My cats are good indicators of foul weather or something irregular going on outside of my home, and they were no different Monday morning. Both were running around the house from window to window in the early morning hours checking to see what was going on.
When I got up I gave them their customary morning breakfast and got to look outside the window at what was transpiring outside. It was snow and the cats were freaking out as the white flakes fell from the sky, blanketing the ground in white.
I couldn’t blame them, the appearance of snow had me internally freaking out myself, but I had to quickly remind myself that this is just one of the sacrifices that Michigan residents have to endure to live in such a beautiful state. At least with the cold weather and snow, the silver lining is the mosquitoes are not as bad outside right now!
I do not remember how early last year the snow came, but I know that it is earlier this year than in season’s past. I remember being able to sit in my hunting blind on Nov. 15 a few years ago, with dead leaves all around me and having to take my coat off because it was too warm during the day.
During those times there was nary a flake of snow on the ground, and as it turned out, nary a deer in the sights of my rifle. This year it seems that there will firmly be a blanket of snow on the ground as hunters get ready for rifle season.
Snow in Michigan poses a lot of daily challenges for its residents that people in other parts of the United States and world just do not have to deal with. There is the cleanup of the stuff by county road commissions that work throughout the storms to keep the roadways safe and as clean as possible so drivers will have safe trips two and from their destinations.
Often a few inches of snow means that things will go to a standstill, but as Michigan residents we know that we have to keep on plowing forward despite this weather and get things done, meaning we still have to go to work, kids will often still have to ride the bus to school and the mail will still be delivered by the Postal Service.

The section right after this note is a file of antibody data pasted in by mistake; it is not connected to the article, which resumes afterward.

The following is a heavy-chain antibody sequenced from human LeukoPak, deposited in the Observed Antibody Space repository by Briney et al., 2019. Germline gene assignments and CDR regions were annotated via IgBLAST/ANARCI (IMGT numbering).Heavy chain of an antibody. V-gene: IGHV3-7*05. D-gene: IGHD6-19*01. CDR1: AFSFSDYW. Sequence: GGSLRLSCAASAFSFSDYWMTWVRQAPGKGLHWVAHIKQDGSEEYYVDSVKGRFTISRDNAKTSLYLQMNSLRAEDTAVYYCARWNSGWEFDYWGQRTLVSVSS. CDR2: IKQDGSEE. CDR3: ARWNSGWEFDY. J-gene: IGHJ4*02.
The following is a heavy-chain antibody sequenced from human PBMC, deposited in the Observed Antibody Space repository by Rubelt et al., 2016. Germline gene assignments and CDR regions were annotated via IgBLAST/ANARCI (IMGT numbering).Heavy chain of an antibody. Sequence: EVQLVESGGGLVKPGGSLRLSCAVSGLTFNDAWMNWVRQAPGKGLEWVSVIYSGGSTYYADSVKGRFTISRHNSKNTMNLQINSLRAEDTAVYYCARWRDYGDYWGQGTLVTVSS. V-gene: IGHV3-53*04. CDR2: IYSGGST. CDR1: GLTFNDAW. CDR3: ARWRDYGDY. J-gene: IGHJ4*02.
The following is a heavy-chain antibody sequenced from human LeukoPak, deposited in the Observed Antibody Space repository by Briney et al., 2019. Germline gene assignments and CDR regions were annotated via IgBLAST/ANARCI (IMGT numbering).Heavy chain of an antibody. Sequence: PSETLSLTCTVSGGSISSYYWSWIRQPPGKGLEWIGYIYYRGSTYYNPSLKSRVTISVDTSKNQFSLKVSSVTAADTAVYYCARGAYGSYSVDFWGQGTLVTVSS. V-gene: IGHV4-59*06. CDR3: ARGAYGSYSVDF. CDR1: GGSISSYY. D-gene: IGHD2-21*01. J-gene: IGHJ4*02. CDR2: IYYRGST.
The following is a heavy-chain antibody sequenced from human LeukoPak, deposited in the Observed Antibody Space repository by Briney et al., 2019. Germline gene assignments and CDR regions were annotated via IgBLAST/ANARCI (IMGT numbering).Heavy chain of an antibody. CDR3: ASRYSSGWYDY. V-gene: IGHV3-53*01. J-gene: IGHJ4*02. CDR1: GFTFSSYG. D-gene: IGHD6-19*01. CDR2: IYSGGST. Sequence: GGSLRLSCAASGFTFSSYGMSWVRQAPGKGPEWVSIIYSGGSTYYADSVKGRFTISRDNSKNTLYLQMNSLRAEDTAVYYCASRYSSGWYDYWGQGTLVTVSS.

There is the challenge of keeping our homes warm in the winter, whether it is working hard to pay the bills during the winter months when it seems that the furnace doesn’t stop for days on end, or the struggle of hauling in firewood to shovel into the wood-stove.
One thing that is challenging for many this time of year is the time change. The days are getting shorter with fewer hours of daylight that people have to endure, and it makes for early nighttime. You punch the clock at 5 p.m. and by the time you walk through your front door 20 minutes later it is dark outside.
Although there can be some bright times during the winter months, whether it is Christmas or New Years, it can be demoralizing too. I try to remember that although it seems like it is an endless season, it will not last forever, and soon we’ll be complaining about having to take care of lawns, running our air conditioners and other trials and tribulations that come with the other seasons.
Sometimes though winter is the best month to live in Michigan. When the snow stops and you’re driving on a country road somewhere, and the sunlight hits the snow-covered treetops or lights up a field so bright you can almost not even look at it, those are the beautiful times to be in the state. Lets face it, all the seasons of Michigan have their excellent points, and they all have their drawbacks as well. It’s part of living in a four-season state I guess.
So as the snow flies on this Monday morning I am going to keep my chin up and power through winter (although it’s technically still autumn until Dec. 21, but who’s counting?) and celebrate spring.